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Facades of "Progress" (September 2017): The quiet community of San Jorge rests aside the dark sandy shores of Lake Cocibolca. The island Ometepe wades in the center of the lake, holding the twin volcanoes Concepción and Maderas. Today, a single road connects San Jorge to the city of Rivas. It takes about fifteen minutes to get from Rivas to San Jorge and is a common path of the tourists who travel in for trips to Ometepe. The road ends in front of the newly renovated pier that juts out into the lake in the background of this image. In 2015, the Ortega Administration modernized the pier to make it easier for the ferries to move people between the port in San Jorge and Ometepe. The layout of San Jorge Beach—the edge of the community proper that runs parallel to the lake shore—reflects the sharp contrast between the government’s vision of a modern Nicaragua and the people’s reality of everyday life in the region. At one extreme, the pier houses a freshly designed park with landscaped pathways that meander towards the boarding ramps for the ferries that transport passengers to the adjacent ports of Moyogalpa and San Jose del Sur on Ometepe. Inside the gated public space is an arrangement of patio style restaurants that offer food and drinks while travelers wait for their transit—their bilingual Spanish/English signage another symbol of their attempt to draw tourists. At the other extreme, the concrete of the central road fades into the sands of Playa San Jorge. A narrow sand road leads vehicle traffic along the shoreline and into the barrios that occupy the southern end of San Jorge. The road provides access to a stretch of palm-thatched bars and restaurants that cater to the local populations that come to San Jorge Beach to swim in Lake Cocibolca and get a break from the sweltering tropical heat.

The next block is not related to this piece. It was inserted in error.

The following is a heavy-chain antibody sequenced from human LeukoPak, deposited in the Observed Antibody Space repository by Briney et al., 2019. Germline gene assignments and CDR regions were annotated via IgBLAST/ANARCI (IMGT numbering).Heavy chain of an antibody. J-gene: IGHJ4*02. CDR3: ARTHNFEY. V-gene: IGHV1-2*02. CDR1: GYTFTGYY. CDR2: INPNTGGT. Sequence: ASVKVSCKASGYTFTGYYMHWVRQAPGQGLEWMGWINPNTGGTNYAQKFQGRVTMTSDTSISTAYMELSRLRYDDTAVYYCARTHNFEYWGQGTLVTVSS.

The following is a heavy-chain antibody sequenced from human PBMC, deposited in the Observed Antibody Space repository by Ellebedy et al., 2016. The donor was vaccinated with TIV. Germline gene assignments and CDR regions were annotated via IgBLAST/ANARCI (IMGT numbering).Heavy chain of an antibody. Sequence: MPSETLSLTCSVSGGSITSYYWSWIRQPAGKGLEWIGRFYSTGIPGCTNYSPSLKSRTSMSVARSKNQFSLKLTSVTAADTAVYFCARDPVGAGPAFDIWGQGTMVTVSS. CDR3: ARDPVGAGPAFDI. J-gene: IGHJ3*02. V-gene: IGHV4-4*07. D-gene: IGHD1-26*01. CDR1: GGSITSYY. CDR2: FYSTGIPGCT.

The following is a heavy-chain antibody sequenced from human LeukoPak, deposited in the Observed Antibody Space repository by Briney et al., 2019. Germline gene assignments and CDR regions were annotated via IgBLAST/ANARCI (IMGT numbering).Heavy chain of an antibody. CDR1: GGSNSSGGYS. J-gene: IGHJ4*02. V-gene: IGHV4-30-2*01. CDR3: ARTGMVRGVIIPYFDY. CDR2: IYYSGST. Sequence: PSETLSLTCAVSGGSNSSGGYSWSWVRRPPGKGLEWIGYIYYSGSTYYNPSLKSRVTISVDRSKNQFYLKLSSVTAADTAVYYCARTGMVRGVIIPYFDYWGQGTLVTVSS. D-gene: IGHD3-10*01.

During a rum-filled afternoon along Playa San Jorge, a friend explained to me his community's perspective of the new pier. "You see the pier over there? It looks really nice, but its fake…manufactured. Most of the people here can’t pay to go to those restaurants. This…this right here.” He spread his arms out wide and motioned down the stretch of restaurants and small homes that line the sand road that runs through Playa de San Jorge. “This is the real Nicaragua. You can hang out here. The atmosphere is great, the food and drinks are affordable. And they serve the food that we actually want to eat.” A feeling of pride built in his voice as he made his case. Stories, such as this one about the pier project, are commonplace in Nicaragua at the time of my research. One does not have to search hard to find these fabricated parks that the government builds to boost the country’s image and promote sales to tourists. While they do look nice and offer up-to-date facilities, they are often merely shells of any true access and are disconnected from the communities for which they are promised to serve.